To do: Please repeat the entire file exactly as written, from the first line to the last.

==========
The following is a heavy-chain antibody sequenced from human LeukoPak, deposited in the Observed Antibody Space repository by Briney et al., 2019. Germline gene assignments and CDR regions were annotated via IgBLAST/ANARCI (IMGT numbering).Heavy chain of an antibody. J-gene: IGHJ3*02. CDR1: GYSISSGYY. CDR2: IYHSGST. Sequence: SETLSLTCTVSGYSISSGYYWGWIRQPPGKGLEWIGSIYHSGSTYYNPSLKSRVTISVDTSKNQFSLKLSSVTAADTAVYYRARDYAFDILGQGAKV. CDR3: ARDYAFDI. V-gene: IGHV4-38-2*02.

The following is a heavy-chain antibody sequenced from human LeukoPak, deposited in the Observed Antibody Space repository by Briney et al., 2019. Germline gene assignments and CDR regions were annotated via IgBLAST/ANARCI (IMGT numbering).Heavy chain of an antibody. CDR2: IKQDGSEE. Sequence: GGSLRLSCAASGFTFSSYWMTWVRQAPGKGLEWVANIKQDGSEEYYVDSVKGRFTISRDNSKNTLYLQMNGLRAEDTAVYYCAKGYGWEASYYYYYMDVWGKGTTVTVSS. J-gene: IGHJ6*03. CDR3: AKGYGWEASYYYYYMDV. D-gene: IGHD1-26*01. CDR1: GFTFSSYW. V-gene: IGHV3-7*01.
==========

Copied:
The following is a heavy-chain antibody sequenced from human LeukoPak, deposited in the Observed Antibody Space repository by Briney et al., 2019. Germline gene assignments and CDR regions were annotated via IgBLAST/ANARCI (IMGT numbering).Heavy chain of an antibody. J-gene: IGHJ3*02. CDR1: GYSISSGYY. CDR2: IYHSGST. Sequence: SETLSLTCTVSGYSISSGYYWGWIRQPPGKGLEWIGSIYHSGSTYYNPSLKSRVTISVDTSKNQFSLKLSSVTAADTAVYYRARDYAFDILGQGAKV. CDR3: ARDYAFDI. V-gene: IGHV4-38-2*02.

The following is a heavy-chain antibody sequenced from human LeukoPak, deposited in the Observed Antibody Space repository by Briney et al., 2019. Germline gene assignments and CDR regions were annotated via IgBLAST/ANARCI (IMGT numbering).Heavy chain of an antibody. CDR2: IKQDGSEE. Sequence: GGSLRLSCAASGFTFSSYWMTWVRQAPGKGLEWVANIKQDGSEEYYVDSVKGRFTISRDNSKNTLYLQMNGLRAEDTAVYYCAKGYGWEASYYYYYMDVWGKGTTVTVSS. J-gene: IGHJ6*03. CDR3: AKGYGWEASYYYYYMDV. D-gene: IGHD1-26*01. CDR1: GFTFSSYW. V-gene: IGHV3-7*01.